THE IMPLICATIONS of Supreme Court decisions are often in the eye of the beholder. That observation was borne out recently by discussions of legal scholars and a White House official on the court's latest major church-state decision. Yet, on balance, the ruling seemed to replace a few bricks in the wall of separation.
The decision by a surprising 7-2 margin February 25 appeared to bolster provisions in state constitutions that bar direct state support of religious education. However, the faith-based initiative programs of the Bush administration were said by a key advocate to be unaffected by the ruling.
With Chief Justice William Rehnquist writing the majority opinion in the Locke v. Davey ease from the state of Washington, the court ruled that the First Amendment permits--but does not require--states to fired scholarships to religious schools. Justices Antonin Scalia and Clarence Thomas dissented.
The case pitted Washington state against a resident who was denied a state-funded college scholarship because tie had chosen ministerial studies as part of his double major. The court ruled that the state had the right to deny Joshua Davey the scholarship by appealing to a section of its constitution that forbids government funding of religious instruction.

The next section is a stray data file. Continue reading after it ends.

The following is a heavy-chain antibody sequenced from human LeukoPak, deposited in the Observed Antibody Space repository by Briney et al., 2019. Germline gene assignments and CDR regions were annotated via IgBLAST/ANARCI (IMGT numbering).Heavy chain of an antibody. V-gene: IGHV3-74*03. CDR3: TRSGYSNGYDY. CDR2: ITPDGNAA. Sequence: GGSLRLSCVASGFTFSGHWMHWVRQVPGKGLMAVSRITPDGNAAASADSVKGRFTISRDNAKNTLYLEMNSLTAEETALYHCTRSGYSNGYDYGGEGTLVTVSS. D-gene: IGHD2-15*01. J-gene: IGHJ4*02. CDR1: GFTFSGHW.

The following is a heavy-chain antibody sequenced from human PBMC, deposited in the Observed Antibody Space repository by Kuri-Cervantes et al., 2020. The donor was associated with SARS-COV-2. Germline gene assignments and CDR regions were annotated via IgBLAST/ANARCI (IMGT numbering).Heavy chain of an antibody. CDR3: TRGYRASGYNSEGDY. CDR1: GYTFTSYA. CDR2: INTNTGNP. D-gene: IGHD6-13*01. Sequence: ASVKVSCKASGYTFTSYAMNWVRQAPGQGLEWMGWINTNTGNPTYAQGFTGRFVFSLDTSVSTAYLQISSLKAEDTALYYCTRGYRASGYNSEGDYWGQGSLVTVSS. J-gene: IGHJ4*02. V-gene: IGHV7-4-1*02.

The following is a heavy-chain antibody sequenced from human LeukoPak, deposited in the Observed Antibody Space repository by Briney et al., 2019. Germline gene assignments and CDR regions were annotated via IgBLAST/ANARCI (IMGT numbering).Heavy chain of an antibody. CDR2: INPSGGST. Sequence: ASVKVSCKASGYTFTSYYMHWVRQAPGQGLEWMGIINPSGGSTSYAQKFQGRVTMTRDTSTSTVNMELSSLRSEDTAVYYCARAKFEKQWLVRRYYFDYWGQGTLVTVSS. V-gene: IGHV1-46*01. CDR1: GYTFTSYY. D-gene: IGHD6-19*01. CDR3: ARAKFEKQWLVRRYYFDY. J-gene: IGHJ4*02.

The justices had said in 2002 that state scholarship programs that include religious schools do not violate the constitutional ban on government establishment of religion if the funding is done indirectly--through genuine private choices of where to spend the scholarship funds. Davey asked the court to decide whether state bans on such indirect funding violate the First Amendment's assurance of freedom of religious exercise.
The court said it didn't, and cited similar state laws from the earliest stages of American history that set more specific limits on government funding of religion than the First Amendment does. Advocates of government funding for religious schools and religious charities weighed in on Davey's side in the case, asking the justices to overturn such state constitutional provisions.
Jim Towey, director of the White House Office of Faith-Based and Community Initiatives, said the decision didn't affect the president's efforts to expand government funding of religious charities on the federal level. "It really turned on a unique characteristic of Washington state's constitution," he said in a February 26 telephone press conference. "The decision yesterday did not change at all the landscape for President Bush's faith-based initiatives. …